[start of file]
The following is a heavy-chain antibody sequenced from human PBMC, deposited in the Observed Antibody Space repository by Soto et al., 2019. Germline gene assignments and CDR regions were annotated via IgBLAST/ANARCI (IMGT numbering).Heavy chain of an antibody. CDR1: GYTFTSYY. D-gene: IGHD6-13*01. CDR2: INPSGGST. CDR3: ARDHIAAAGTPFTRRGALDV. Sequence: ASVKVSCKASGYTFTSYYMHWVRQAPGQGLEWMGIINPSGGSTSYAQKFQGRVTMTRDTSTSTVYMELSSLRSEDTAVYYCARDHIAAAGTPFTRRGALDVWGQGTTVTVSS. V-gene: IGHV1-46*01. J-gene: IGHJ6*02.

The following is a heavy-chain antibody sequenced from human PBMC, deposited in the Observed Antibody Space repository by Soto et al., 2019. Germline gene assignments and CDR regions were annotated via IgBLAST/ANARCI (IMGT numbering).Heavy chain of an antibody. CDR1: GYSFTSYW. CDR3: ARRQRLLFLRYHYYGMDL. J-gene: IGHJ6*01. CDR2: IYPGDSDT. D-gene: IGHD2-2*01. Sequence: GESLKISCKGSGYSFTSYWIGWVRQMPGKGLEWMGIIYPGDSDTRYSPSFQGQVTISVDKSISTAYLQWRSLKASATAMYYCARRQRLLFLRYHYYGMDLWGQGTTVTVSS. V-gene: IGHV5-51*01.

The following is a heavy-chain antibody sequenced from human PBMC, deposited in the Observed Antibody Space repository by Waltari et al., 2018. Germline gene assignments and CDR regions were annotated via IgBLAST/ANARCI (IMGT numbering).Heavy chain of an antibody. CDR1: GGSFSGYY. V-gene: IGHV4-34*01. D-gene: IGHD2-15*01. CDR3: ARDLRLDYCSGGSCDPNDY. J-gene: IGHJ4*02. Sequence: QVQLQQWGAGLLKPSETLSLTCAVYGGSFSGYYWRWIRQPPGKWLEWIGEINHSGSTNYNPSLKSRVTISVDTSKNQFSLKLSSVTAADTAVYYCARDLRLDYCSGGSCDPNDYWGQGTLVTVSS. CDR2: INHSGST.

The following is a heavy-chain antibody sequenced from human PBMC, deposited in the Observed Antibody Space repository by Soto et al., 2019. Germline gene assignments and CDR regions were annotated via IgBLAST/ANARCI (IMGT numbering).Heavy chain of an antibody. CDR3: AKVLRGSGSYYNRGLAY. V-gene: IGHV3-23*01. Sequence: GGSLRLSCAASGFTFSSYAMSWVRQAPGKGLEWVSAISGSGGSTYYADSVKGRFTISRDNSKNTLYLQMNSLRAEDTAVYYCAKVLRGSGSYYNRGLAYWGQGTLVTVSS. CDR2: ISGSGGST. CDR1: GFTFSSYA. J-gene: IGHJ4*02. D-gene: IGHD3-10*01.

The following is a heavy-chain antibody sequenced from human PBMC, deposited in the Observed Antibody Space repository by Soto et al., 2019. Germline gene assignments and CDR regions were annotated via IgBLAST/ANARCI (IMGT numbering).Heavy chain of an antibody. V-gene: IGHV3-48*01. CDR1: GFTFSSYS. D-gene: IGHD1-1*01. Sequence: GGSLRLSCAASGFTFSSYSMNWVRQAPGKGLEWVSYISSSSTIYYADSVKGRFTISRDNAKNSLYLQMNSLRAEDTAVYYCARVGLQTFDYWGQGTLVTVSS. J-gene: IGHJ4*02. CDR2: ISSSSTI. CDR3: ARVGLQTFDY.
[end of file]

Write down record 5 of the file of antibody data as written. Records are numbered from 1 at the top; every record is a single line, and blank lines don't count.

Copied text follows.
The following is a heavy-chain antibody sequenced from human PBMC, deposited in the Observed Antibody Space repository by Soto et al., 2019. Germline gene assignments and CDR regions were annotated via IgBLAST/ANARCI (IMGT numbering).Heavy chain of an antibody. V-gene: IGHV3-48*01. CDR1: GFTFSSYS. D-gene: IGHD1-1*01. Sequence: GGSLRLSCAASGFTFSSYSMNWVRQAPGKGLEWVSYISSSSTIYYADSVKGRFTISRDNAKNSLYLQMNSLRAEDTAVYYCARVGLQTFDYWGQGTLVTVSS. J-gene: IGHJ4*02. CDR2: ISSSSTI. CDR3: ARVGLQTFDY.